Community groups fear loss
of critical hospital services
Members of the Bay Area Organizing Committee (BAOC) held a meeting
yesterday at St. Mary's Cathedral to address impacts of cost cutting
on health care delivery service.
Photos by John
September 13, 2007
Members of the Bay Area Organizing Committee (BAOC) convened
last night with San Francisco elected officials to push equal
health care access for all city residents.
The meeting at St Mary's Cathedral and focused on needs for emergency
room and acute care services at St Luke's Hospital, which is now
a California Pacific Medical Center (CPMC) owned by Sutter Health.
Located in the southeast region of San Francisco, St Luke's has
long provided charitable hospital services to a predominately
low income African American and Latino community.
But services have become less accessible for residents in the
area since CPMC merged with St. Luke's.
"There are no profits to be made in serving the poor,"
said Dr. Bonita Palmer who trained at San Francisco General Hospital
and served seventeen years on staff at St. Luke's Hospital. "That
is why so many doctors refuse to accept MediCal and why many hospitals
do not seek to attract these patients."
Despite CPMC's promises that St. Luke's would remain an acute
care hospital with an emergency room, Palmer said she had witnessed
significant cut backs in services since CPMC took over.
She provided emotional testimony of reductions in healthcare
services from severe down grading of the hospital's neonatal nursery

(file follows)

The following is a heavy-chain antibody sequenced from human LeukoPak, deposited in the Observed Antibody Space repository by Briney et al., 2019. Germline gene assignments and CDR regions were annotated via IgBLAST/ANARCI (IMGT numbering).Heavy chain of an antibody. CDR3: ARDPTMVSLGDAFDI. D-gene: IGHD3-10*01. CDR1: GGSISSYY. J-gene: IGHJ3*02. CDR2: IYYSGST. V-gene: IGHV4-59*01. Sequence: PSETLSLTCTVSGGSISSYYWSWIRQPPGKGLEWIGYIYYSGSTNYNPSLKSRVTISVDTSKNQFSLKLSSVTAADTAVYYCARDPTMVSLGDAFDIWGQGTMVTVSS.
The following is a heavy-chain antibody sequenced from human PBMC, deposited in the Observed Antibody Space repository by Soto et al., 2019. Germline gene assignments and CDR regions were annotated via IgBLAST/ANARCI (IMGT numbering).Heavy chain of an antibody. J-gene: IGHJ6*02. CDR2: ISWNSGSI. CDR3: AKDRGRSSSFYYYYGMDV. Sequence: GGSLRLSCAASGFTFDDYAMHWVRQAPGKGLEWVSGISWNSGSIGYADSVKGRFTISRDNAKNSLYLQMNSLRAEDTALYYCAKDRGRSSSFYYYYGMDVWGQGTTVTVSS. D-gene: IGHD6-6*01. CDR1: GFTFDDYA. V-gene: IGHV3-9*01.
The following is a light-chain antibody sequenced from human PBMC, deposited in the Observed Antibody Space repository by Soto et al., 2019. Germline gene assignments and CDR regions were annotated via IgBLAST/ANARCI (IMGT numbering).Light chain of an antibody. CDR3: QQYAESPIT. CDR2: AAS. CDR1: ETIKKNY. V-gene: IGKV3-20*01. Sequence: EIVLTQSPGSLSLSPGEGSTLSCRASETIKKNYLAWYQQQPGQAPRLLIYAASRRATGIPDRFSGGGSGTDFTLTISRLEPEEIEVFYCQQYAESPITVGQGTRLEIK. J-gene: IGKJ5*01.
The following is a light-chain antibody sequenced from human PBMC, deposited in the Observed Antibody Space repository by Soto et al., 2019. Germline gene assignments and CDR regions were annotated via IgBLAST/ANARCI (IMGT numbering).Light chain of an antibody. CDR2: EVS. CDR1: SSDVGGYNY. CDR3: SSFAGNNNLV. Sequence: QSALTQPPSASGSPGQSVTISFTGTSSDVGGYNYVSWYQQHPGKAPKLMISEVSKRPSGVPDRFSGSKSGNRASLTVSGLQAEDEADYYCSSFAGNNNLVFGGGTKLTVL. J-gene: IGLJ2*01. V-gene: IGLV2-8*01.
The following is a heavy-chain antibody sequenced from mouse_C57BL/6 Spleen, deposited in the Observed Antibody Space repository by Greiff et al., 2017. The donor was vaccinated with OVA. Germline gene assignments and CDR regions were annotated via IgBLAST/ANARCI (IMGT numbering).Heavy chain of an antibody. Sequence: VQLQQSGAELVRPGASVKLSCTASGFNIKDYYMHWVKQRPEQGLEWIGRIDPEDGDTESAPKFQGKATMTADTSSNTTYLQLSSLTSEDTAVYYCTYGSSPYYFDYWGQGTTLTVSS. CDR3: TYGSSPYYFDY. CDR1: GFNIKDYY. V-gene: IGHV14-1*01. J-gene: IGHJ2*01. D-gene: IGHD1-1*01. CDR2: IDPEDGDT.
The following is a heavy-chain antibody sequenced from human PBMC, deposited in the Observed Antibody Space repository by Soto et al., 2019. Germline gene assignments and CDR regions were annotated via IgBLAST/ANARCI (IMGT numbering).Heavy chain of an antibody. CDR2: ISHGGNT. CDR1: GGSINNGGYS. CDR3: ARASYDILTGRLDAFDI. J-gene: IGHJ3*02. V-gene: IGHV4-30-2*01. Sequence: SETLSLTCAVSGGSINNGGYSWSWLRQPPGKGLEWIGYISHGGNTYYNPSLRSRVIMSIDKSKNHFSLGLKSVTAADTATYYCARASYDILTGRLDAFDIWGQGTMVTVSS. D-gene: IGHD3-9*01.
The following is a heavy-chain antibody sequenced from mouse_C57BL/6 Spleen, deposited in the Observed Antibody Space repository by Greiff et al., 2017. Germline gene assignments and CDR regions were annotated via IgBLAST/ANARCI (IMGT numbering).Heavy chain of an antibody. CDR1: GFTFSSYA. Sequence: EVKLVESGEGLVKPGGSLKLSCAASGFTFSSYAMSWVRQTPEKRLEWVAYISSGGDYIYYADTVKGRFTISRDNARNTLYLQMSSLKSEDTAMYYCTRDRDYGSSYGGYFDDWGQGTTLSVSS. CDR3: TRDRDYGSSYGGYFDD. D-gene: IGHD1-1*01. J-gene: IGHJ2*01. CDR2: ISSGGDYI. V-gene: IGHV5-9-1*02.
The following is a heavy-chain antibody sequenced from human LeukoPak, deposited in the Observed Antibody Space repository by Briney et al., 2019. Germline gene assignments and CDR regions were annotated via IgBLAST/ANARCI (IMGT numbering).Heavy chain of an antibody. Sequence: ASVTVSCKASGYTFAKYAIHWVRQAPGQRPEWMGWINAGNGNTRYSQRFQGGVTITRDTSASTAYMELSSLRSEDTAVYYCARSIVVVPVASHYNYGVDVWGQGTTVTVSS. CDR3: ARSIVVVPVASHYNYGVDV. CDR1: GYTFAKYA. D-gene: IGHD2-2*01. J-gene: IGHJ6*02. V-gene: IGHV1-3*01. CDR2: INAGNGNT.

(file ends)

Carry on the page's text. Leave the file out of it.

to the closure of its inpatient psych unit and outpatient clinic.
"Lately it's been intimated that that we cannot afford anymore
MediCal patients at our hospital, and that the closure of acute
care is inevitable," Palmer said.
Acute care is the treatment of injuries or illnesses that may
be temporary but serious, often requiring emergency care.
CPMC is looking towards spending $1.2 billion on a new mega hospital
located at the site of the Cathedral Hill Hotel on Geary and Van
The project provides for a five-year demolition and construction
period, eleven hundred parking spaces, four-thousand employees
and an estimated five-thousand visitors a day.
If approved, other CPMC campuses would relocate their acute care
and hospital services to the new campus and serve as administrative
and ambulatory care centers.
There is apprehension that approval of the project would mean
the relocation of St. Luke's emergency room and acute care services
to the new campus as well.
"If St. Luke's were to close we would have only one hospital
on the southeast part of the city," said Dr. Mitch Katz,
Director of the Department of Public Health.
San Francisco Public Health Director, Dr. Mitch Katz
He noted that the city's poorest populations are located in that
region calling them, "the poorest individuals who have the
lowest access to care."
"We desperately need to maintain St. Luke's Hospital. We
need it for the emergency room" Katz said.
People voiced outrage and concern over what is expected to be
the shutting down of St. Luke's emergency room.
Supervisor Michaela Alioto-Pier said she would vote for legislation
calling for a master health care plan involving a review of the
city's health care needs. She said that she understood healthcare
issues "in a very deep way."
District 2 Supervisor Michela Alioto-Pier
As District 2 supervisor, which includes CPMC California and
Pacific campuses, she said she would be watching "very closely
what they do."
Alioto-Pier has called a hearing to be held October 11 at 1pm
at City Hall.
Also in attendance at the meeting were BAOC organizations including
St. Mark's Lutheran, the Islamic Society of San Francisco, St.
John the Evangelist, First Unitarian Universalist and SEIU Local
Mayor Gavin Newsom was confirmed and scheduled to speak at the
event, but did not attend.